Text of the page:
Am I being watched? When Outbound Marketing does work, it’s creepy.
Pulling into my drive way, on my way back from the store, I cracked my car door open to the sound of whistling. At first, I was sure it was someone trying to get my attention. Looking around, not spotting anyone, I mimicked the whistle back.
And, just like an echo, the whistle came right back to me. Still looking around, searching for the source of the whistle, I repeated it — and, once again, the same tune was sung right back to me.
After a fourth and fifth time, I managed to spot the source of this auditory prank: a beautiful, multicolored bird.
The bird had a blazing red-orange chest, a bright blue top, and glossy lime green wings. The last thing I wanted to do was miss this opportunity.
I dashed into my house, hoping to get back in time with my DSLR. If only I could snap some shots of this brilliant little bird. But I was soon disappointed that it had left as I got back a couple of minutes later, Camera in hand.
Still having some curiosity left over, I decided to find out more. After some quality google research, I found a cool website called eBird. A website and society for birdwatching. From eBird, I learned that the bird was a Painted Bunting.
I also found out that I was lucky to have had the opportunity to see it; even if I wasn’t lucky enough to get a picture of it. Due to their colorful plumes, they’re often captured and sold illegally as caged birds.
With this being the case, I decided to share the discovery with the rest of the community through eBird‘s ‘submit an observation’ feature.
I then went right from that to cooking four delicious Cornish Game Hens that I went to the store to purchase earlier. (Had some mixed feelings on that…but they were sooo good.)
The next day, grabbing the mail, I received something freaky:
Through what I hope is coincidence, I got a comprehensive letter and package all about birdwatching from Audubon, a non-profit, environmental organization dedicated to conservation related to birds and birdwatching. Never once before this incident have I ever shown any interest in bird watching.
Now I receive an envelope having the same exact rare bird that I had just seen the day before right on the front cover! Coincidence…or am I being Watched?!
During the rare times that Outbound Marketing does work, it’s freaky.
Audubon spent a small fortune on:
- Paying their marketing team to come up with this (in-effective) marketing campaign,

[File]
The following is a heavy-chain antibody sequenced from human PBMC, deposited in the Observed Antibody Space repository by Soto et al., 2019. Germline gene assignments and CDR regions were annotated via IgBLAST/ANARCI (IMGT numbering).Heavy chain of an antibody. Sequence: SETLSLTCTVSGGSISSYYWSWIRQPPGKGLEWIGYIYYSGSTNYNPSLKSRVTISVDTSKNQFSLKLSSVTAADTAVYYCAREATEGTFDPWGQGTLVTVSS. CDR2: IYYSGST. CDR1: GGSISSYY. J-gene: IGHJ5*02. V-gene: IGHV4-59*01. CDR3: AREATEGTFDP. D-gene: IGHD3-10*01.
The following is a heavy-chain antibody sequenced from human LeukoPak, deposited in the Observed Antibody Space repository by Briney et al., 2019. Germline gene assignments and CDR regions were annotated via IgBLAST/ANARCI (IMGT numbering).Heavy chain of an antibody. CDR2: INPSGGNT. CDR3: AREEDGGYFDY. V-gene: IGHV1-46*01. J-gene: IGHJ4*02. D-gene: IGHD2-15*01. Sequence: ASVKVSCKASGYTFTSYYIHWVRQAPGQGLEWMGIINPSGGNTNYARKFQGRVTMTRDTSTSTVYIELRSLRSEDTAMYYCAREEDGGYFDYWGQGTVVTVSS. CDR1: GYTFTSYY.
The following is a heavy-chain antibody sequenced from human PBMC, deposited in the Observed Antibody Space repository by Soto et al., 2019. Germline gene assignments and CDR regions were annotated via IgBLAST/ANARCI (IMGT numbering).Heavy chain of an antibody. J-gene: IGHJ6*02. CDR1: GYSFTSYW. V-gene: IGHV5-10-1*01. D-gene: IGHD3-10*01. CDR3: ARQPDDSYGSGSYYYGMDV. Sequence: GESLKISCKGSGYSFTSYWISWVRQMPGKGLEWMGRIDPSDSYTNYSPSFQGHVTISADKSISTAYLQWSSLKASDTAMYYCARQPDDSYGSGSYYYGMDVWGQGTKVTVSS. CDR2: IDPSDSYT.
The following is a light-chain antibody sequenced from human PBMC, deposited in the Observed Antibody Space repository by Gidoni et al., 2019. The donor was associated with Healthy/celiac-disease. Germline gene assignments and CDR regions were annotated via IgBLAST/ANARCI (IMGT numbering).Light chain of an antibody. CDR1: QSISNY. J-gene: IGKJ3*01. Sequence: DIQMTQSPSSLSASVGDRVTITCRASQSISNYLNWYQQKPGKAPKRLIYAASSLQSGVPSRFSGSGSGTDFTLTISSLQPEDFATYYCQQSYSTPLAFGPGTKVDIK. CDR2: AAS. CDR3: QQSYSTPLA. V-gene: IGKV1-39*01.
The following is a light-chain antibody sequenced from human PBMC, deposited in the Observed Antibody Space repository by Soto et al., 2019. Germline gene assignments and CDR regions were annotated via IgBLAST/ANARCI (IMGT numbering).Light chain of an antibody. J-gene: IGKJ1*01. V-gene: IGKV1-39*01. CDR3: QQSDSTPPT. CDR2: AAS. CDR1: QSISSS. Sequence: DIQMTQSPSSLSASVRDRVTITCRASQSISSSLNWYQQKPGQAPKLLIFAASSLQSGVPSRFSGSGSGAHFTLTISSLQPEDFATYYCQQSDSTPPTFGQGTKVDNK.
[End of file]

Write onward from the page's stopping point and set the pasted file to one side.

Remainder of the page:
- Paying copy writers to write, gather, and compile all the information and content contained with-in,
- Paying a team of designers and printers to create the print items,
- Paying a team of attorneys to double-check and make sure everything is legally sound and has all the right precautions contained with-in,
- Buying a ‘good’ mailing list, hoping that they’re good addresses,
- (many times the addresses are no longer in use or no good, resulting in your delivery being returned or thrown away with no refund)
- Paying a delivery service to bring them to those addresses,
- And hoping that the recipients have some sort of interest in the service in the first place.
Now think about my situation:
- I had this unique and memorable encounter with a bird,
- Researched it and found out that is was rare,
- Invested time to share what I saw with a community of bird watchers,
- And received their mail that had an image of that same rare bird on the cover!
Even with a 1 in a million chance like mine, they still couldn’t convert me to a client. It went right from me taking a picture of the mail for this post right to the trash.
This situation perfectly highlights the difference between Inbound and Outbound marketing — and why Inbound marketing is so much more effective.
Outbound marketing is a total Gamble. A very expensive gamble.
Utilizing Inbound marketing on their website and a couple of quality internet marketing techniques, Audubon could have captured my attention through valuable information and content like eBird did. While saving thousands of dollars at the same time.
Inbound marketing avails you the ability to garner trust from people interested in the service that you provide.
Developing an audience that will not only convert into clients, but also spread the word about your company or organization.
What are your thoughts?
Image Source: Ira Runyan
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